Now I’m off hurt without any kind of income except for my wife’s. I’m lost, because I’m used to working. But I can’t work the way I hurt.

Gence Allen Hervey
Timpson, AZ

Slow down and enjoy life
I am all for running legal in June, but someone needs to crack down on all these hot shots out here. If you aren’t running as fast as them, they are on your case.

Construction zones are the worst. I run the speed limit in these zones. It’s too easy to get in trouble or for someone to get hurt. The new drivers out here try stupid things, and then we all sit while the wreck is cleaned up.

I’m far from the perfect driver, but these hot shots who have to fly down every bit of road they travel are ridiculous. They are the first ones to complain about speed limits. They are the first person to swear up and down the cop gave me a ticket they didn’t deserve.

Slow down; enjoy life. You won’t get there any faster than me. I run 5 to 10 mph faster than I should, so I’m not a goody two-shoes, but you people take it to the extreme.

David Smith
Mansfield, OH

A bad future is coming to pass
I love trucking and all it stands for, but after reading your December/January Land Line, I am glad that I got out of it when I did.

My crystal ball showed a very grim picture of the future. I just didn’t expect it to accelerate like a truck with burnt-out brakes over an icy mountain pass.

Over the last year, reading about the numerous problems of tax increases, hours-of-service changes, loss of rest areas/truck stops, just to name a few, I do not see how my fellow truckers can afford to stay on the road.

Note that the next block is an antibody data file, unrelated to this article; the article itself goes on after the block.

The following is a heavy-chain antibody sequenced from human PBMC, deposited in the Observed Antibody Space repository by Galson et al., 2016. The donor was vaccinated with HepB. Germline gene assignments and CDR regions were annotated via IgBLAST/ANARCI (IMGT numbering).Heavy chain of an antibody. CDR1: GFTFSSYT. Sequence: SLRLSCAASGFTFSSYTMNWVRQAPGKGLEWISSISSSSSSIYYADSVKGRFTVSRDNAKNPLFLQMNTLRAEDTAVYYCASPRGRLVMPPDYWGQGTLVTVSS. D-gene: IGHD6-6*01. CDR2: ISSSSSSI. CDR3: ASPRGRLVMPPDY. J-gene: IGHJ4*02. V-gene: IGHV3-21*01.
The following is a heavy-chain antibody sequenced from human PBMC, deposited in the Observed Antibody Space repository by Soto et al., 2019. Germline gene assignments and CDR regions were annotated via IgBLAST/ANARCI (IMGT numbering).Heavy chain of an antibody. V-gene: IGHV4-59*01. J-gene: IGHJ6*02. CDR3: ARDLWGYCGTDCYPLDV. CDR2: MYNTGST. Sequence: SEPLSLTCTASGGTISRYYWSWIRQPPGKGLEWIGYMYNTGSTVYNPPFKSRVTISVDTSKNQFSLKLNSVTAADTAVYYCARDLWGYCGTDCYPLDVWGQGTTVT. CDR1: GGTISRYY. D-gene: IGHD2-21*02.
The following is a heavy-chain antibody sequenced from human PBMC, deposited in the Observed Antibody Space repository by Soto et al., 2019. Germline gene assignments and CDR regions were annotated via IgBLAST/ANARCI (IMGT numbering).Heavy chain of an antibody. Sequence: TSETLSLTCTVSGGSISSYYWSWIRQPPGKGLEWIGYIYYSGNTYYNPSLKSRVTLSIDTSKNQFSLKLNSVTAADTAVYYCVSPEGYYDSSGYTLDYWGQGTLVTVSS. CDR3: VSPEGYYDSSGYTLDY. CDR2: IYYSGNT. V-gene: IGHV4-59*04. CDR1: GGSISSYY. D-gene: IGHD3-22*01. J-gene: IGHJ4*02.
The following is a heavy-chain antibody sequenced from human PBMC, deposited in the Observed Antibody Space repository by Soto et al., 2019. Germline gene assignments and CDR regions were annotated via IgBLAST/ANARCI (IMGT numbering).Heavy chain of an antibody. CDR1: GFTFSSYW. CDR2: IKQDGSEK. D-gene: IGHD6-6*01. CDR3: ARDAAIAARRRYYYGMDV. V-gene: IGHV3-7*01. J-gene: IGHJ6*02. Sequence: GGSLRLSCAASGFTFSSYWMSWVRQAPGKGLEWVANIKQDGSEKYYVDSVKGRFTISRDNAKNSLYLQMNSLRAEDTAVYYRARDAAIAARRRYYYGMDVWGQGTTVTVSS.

If truckers continue to be put in the middle having to pay for everything then soon there will be no one out there delivering goods. People making decisions for the truckers should have had at the very least three years OTR and a taste of trying to make a living doing it.

I am sure there are many other drivers out there that have chosen to get off the road because of the problems and many more will quit.

Is there hope? Yes but everyone all the way down to the lowly baby-sitter needs to know truckers are great people and not the monsters that have been portrayed.

The trucker needs to be able to concentrate on driving, not on everything else. You don’t expect a cook to do open heart surgery; so why does everyone expect the driver to be a lumper, tax accountant, juggler, police officer, etc.?

All politicians, shippers, receivers, lawmakers and the president need to be put on a truck for a month or more. How fast would things change then?

I no longer drive, but I am going to stay involved in the trucking field in hopes that the future will change for the better and I can go back to my first love – driving.

Sally Scott
Tekoa, WA

The feds are the real problem
There are many things wrong with the trucking industry today for sure. But one of the main things not right is our own federal government. Most of these people have no real idea of what trucking is all about.

They all make more net income in a year than an owner-operator makes gross income. Something is way out of balance here. It has been going on for years for sure. It just gets worse.

These people in government have no idea of what it is like to be on the ground floor – if they ever were on the ground floor, that is. Most of them were born into affluence, so they never had to really work to make their way in life.

If the feds don’t change their ways, the entire country is not going to get any better, and neither will the trucking industry.

Lael E. Sikes
Royal City, WA

Necesitan hablar Ingles
How many motor carriers would hire a driver who was under 21 years old? How many would hire him if he did not have a physical? Or what if he could not drive a CMV safely or did not even have a CDL?

I hope the answer is none.

Then why is it that so many will hire a driver who cannot even speak English? The same regulation that requires all the things listed above also requires that a driver be able to read, speak and understand the English language.